When Georgii first tried opioid substitution therapy in Simferopol, a decade ago, the program was still in its pilot stage. Ukraine had been struggling with rising numbers of drug addiction and, related to it, HIV epidemic, and some kind of solution was desperately needed. With the support of The International HIV/AIDS Alliance, an NGO network, OST quickly achieved popularity in the country. By early 2014 there were 170 facilities in different population centers, treating up to 8,700 Ukrainian patients. It significantly reduced HIV infection rates in Ukraine and helped the social integration of drug users, many of whom managed to resume normal personal lives. Georgii was one of them.
“With OST I don’t feel like a drug addict,” he says. “I feel well, I run, I function OK. I can’t live without the therapy at this point and I don’t want to go back to street drugs.”
The therapy introduced a certain regiment in his life, a certain order. He found a job as a music editor at the local Chernomorskaya radio station and later on at Crimea’s State Teleradio Company. He was once again becoming a functioning human being, despite continuing to take medically prescribed opiates. Things were looking up. But then suddenly, at the end of February 2014, Russia invaded Crimea, quickly organized a referendum, and annexed the peninsula in less than a month.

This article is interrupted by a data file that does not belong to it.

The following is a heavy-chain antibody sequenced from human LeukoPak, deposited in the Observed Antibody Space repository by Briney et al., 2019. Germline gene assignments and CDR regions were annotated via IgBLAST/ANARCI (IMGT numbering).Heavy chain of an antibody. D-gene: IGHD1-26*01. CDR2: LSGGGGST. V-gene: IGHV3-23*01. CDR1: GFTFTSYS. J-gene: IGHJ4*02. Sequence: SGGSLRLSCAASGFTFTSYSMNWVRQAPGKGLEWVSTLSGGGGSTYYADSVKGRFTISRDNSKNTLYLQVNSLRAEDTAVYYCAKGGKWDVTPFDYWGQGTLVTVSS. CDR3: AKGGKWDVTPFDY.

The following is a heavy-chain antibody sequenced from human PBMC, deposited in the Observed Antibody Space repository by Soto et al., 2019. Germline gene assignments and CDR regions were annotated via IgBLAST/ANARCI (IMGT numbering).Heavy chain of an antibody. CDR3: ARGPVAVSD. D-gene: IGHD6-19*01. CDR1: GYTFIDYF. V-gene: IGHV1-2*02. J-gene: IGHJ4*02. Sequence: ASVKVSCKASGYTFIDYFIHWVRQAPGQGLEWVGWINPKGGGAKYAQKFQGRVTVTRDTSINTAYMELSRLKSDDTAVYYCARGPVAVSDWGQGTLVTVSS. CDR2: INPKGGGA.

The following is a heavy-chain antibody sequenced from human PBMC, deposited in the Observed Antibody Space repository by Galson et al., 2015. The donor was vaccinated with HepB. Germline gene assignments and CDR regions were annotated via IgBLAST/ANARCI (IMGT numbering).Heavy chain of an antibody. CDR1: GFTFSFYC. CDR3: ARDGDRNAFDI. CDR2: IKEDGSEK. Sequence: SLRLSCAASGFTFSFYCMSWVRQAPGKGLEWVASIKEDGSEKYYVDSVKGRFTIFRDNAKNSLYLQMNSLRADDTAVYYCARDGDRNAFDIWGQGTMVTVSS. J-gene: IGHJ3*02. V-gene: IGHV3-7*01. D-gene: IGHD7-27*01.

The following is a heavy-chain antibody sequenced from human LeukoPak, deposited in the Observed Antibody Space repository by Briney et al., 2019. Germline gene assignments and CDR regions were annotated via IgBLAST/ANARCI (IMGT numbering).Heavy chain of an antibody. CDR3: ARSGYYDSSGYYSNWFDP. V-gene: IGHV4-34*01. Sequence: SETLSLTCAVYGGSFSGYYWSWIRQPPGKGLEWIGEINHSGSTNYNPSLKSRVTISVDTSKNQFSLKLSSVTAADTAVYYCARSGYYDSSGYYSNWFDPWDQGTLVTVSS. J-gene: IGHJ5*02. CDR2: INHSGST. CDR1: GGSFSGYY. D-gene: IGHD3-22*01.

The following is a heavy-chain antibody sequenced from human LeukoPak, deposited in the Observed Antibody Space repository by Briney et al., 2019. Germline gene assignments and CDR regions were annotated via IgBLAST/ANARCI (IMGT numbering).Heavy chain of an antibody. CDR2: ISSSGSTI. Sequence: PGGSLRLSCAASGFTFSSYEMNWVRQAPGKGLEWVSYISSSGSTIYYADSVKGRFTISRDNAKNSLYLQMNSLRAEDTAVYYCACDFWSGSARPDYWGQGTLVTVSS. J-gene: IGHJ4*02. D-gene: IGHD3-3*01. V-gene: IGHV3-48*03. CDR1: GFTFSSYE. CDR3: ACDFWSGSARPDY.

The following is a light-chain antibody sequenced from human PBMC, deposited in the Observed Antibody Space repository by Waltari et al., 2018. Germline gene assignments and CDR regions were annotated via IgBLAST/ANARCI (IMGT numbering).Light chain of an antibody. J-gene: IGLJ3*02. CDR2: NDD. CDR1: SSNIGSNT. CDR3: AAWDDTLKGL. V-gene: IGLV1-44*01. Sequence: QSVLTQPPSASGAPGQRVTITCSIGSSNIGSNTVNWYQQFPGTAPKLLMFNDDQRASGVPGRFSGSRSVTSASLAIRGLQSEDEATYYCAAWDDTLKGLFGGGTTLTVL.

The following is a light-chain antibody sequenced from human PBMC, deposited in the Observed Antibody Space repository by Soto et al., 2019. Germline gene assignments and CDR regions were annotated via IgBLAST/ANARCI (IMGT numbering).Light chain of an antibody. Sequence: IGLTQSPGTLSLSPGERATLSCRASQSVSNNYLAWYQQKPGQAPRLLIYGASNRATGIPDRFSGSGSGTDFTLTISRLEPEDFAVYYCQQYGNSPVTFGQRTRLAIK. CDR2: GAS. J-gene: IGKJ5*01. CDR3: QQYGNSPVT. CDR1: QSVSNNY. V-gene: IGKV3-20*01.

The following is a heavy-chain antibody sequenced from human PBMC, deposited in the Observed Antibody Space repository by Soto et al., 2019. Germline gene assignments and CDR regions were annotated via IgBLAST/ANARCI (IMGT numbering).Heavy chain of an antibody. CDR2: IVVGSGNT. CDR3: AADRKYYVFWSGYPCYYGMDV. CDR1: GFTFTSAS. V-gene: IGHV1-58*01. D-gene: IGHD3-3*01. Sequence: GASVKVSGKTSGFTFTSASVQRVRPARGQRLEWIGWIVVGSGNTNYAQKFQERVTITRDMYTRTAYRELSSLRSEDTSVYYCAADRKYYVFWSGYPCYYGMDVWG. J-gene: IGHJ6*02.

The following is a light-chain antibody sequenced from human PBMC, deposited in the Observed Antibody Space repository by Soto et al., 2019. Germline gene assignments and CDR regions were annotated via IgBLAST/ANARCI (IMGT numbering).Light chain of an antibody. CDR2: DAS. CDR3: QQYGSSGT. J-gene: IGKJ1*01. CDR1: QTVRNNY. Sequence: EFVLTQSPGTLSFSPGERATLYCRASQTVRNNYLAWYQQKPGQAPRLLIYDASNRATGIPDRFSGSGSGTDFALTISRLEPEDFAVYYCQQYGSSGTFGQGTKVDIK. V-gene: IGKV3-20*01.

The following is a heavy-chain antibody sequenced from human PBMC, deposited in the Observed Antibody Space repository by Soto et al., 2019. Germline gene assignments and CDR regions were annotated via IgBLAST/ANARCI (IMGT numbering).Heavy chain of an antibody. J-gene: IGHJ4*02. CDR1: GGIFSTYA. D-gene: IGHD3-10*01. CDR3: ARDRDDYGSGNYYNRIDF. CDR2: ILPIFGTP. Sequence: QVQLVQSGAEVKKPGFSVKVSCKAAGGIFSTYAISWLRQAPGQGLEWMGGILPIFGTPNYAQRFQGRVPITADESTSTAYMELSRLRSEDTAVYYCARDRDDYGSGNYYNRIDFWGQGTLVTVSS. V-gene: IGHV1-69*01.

Unlike Ukraine and the countries of the European Union, the Russian Federation does not allow for opioid substitution therapy, which it considers ineffective and highly contentious. In 2011 the head of Russia’s Federal Anti-Narcotics Agency, Viktor Ivanov, argued that there are “no clinical trials to prove the effectiveness of the method,” despite the fact that the World Health Organization considers OST “one of the most effective treatment options for opioid dependence.”
To avoid legal chaos, Russia had promised to uphold Ukrainian laws in parallel with Russian ones until the end of the year, but nothing went as planned. The acrimony between the government in Kiev and the new authorities in Crimea, which Ukraine did not recognize, led in the final run to the premature closure of the OST program on the peninsula at the end of May. More than 800 patients were all of a sudden left without medical support, 200 of whom were HIV positive. For many of them, the choice was to go back to street drugs, as they were not even given time to try to decrease the dosage. As a result, over 20 people have died so far.
There was another problem too. Under Russian law drug users are not seen as people in need to help, but as criminals and are prosecuted accordingly. In Georgii’s view, his choice in the new Crimea was between prison and relapse—which for him meant certain death. Luckily, with the help of The International HIV/AIDS Alliance he managed to leave Crimea to continue treatment in Kiev. It was a matter of simple survival for him.
Today, Georgii lives in a small dorm-room in Kiev, paid for by Alliance. He has also found a job as supermarket cashier. The refugee life is not easy, but he doesn’t complain. Most importantly, he still has his guitar. “Music brings me back the joy of life,” he says and begins to play another song. It is Depeche Mode’s “Personal Jesus.”